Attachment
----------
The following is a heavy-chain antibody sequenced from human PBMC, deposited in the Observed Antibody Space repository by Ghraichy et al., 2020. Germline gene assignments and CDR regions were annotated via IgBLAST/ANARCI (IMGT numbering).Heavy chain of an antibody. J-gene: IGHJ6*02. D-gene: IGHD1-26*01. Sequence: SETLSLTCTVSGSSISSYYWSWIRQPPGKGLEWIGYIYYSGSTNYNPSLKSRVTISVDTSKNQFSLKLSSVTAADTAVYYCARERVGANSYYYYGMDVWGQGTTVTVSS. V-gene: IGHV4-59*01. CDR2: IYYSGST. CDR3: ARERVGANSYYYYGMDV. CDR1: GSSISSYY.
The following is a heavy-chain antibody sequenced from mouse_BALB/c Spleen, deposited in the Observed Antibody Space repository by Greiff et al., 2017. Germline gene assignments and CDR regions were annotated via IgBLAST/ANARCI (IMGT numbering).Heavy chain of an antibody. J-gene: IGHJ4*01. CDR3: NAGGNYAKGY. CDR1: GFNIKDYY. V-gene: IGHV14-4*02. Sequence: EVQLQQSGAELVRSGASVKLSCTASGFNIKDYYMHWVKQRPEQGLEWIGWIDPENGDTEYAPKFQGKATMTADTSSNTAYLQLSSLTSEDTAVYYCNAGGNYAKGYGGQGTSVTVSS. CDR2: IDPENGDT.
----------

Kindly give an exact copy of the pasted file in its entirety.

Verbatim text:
The following is a heavy-chain antibody sequenced from human PBMC, deposited in the Observed Antibody Space repository by Ghraichy et al., 2020. Germline gene assignments and CDR regions were annotated via IgBLAST/ANARCI (IMGT numbering).Heavy chain of an antibody. J-gene: IGHJ6*02. D-gene: IGHD1-26*01. Sequence: SETLSLTCTVSGSSISSYYWSWIRQPPGKGLEWIGYIYYSGSTNYNPSLKSRVTISVDTSKNQFSLKLSSVTAADTAVYYCARERVGANSYYYYGMDVWGQGTTVTVSS. V-gene: IGHV4-59*01. CDR2: IYYSGST. CDR3: ARERVGANSYYYYGMDV. CDR1: GSSISSYY.
The following is a heavy-chain antibody sequenced from mouse_BALB/c Spleen, deposited in the Observed Antibody Space repository by Greiff et al., 2017. Germline gene assignments and CDR regions were annotated via IgBLAST/ANARCI (IMGT numbering).Heavy chain of an antibody. J-gene: IGHJ4*01. CDR3: NAGGNYAKGY. CDR1: GFNIKDYY. V-gene: IGHV14-4*02. Sequence: EVQLQQSGAELVRSGASVKLSCTASGFNIKDYYMHWVKQRPEQGLEWIGWIDPENGDTEYAPKFQGKATMTADTSSNTAYLQLSSLTSEDTAVYYCNAGGNYAKGYGGQGTSVTVSS. CDR2: IDPENGDT.